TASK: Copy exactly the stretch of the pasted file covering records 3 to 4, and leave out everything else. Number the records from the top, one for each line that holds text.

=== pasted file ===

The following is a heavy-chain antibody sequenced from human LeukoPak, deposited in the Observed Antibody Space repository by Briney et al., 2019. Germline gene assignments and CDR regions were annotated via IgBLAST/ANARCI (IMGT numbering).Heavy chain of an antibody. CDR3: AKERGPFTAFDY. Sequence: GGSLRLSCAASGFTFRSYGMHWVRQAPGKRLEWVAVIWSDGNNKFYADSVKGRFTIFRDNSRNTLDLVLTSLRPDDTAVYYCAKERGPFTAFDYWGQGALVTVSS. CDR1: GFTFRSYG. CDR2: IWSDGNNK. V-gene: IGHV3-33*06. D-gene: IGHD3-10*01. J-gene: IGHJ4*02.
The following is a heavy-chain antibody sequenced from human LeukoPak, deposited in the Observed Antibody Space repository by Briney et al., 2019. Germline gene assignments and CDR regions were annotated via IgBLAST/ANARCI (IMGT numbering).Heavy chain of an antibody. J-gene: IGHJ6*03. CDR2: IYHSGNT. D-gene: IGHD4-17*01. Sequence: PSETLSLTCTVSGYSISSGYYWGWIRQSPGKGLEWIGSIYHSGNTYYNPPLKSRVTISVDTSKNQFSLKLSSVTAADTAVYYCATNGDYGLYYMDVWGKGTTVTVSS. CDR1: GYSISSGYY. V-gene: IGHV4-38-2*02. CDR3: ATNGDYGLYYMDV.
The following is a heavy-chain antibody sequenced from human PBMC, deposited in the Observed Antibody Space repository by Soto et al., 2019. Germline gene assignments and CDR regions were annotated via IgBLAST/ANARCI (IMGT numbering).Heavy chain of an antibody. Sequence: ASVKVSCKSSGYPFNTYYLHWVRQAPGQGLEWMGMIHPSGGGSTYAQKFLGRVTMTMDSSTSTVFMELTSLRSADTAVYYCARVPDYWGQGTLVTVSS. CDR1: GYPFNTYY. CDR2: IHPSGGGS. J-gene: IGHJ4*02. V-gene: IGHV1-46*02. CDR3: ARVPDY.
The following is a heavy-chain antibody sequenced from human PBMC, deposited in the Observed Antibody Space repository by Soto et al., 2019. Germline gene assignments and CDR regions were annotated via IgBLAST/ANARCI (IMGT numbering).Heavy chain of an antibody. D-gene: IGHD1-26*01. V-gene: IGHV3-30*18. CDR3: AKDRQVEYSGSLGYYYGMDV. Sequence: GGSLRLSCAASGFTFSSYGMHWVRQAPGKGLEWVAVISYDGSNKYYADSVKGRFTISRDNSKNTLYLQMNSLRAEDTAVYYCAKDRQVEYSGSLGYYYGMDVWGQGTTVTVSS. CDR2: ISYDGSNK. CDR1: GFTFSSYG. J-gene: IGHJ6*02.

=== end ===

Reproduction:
The following is a heavy-chain antibody sequenced from human PBMC, deposited in the Observed Antibody Space repository by Soto et al., 2019. Germline gene assignments and CDR regions were annotated via IgBLAST/ANARCI (IMGT numbering).Heavy chain of an antibody. Sequence: ASVKVSCKSSGYPFNTYYLHWVRQAPGQGLEWMGMIHPSGGGSTYAQKFLGRVTMTMDSSTSTVFMELTSLRSADTAVYYCARVPDYWGQGTLVTVSS. CDR1: GYPFNTYY. CDR2: IHPSGGGS. J-gene: IGHJ4*02. V-gene: IGHV1-46*02. CDR3: ARVPDY.
The following is a heavy-chain antibody sequenced from human PBMC, deposited in the Observed Antibody Space repository by Soto et al., 2019. Germline gene assignments and CDR regions were annotated via IgBLAST/ANARCI (IMGT numbering).Heavy chain of an antibody. D-gene: IGHD1-26*01. V-gene: IGHV3-30*18. CDR3: AKDRQVEYSGSLGYYYGMDV. Sequence: GGSLRLSCAASGFTFSSYGMHWVRQAPGKGLEWVAVISYDGSNKYYADSVKGRFTISRDNSKNTLYLQMNSLRAEDTAVYYCAKDRQVEYSGSLGYYYGMDVWGQGTTVTVSS. CDR2: ISYDGSNK. CDR1: GFTFSSYG. J-gene: IGHJ6*02.